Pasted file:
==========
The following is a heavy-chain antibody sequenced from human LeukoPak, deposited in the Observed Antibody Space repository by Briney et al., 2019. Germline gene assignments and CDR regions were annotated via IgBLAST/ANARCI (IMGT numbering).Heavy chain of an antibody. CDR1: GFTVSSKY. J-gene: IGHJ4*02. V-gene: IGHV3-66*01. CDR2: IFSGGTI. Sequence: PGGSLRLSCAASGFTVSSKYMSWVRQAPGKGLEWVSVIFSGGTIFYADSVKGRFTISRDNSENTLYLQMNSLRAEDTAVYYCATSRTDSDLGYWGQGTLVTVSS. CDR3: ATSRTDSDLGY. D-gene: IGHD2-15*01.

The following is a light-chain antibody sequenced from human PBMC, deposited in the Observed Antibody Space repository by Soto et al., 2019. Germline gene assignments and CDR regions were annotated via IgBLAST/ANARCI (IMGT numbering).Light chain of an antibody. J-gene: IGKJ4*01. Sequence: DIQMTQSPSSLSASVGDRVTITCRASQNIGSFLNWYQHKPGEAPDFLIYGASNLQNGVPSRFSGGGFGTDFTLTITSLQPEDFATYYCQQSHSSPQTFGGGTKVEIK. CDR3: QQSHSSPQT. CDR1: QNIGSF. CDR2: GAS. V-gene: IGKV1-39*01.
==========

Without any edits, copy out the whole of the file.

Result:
The following is a heavy-chain antibody sequenced from human LeukoPak, deposited in the Observed Antibody Space repository by Briney et al., 2019. Germline gene assignments and CDR regions were annotated via IgBLAST/ANARCI (IMGT numbering).Heavy chain of an antibody. CDR1: GFTVSSKY. J-gene: IGHJ4*02. V-gene: IGHV3-66*01. CDR2: IFSGGTI. Sequence: PGGSLRLSCAASGFTVSSKYMSWVRQAPGKGLEWVSVIFSGGTIFYADSVKGRFTISRDNSENTLYLQMNSLRAEDTAVYYCATSRTDSDLGYWGQGTLVTVSS. CDR3: ATSRTDSDLGY. D-gene: IGHD2-15*01.

The following is a light-chain antibody sequenced from human PBMC, deposited in the Observed Antibody Space repository by Soto et al., 2019. Germline gene assignments and CDR regions were annotated via IgBLAST/ANARCI (IMGT numbering).Light chain of an antibody. J-gene: IGKJ4*01. Sequence: DIQMTQSPSSLSASVGDRVTITCRASQNIGSFLNWYQHKPGEAPDFLIYGASNLQNGVPSRFSGGGFGTDFTLTITSLQPEDFATYYCQQSHSSPQTFGGGTKVEIK. CDR3: QQSHSSPQT. CDR1: QNIGSF. CDR2: GAS. V-gene: IGKV1-39*01.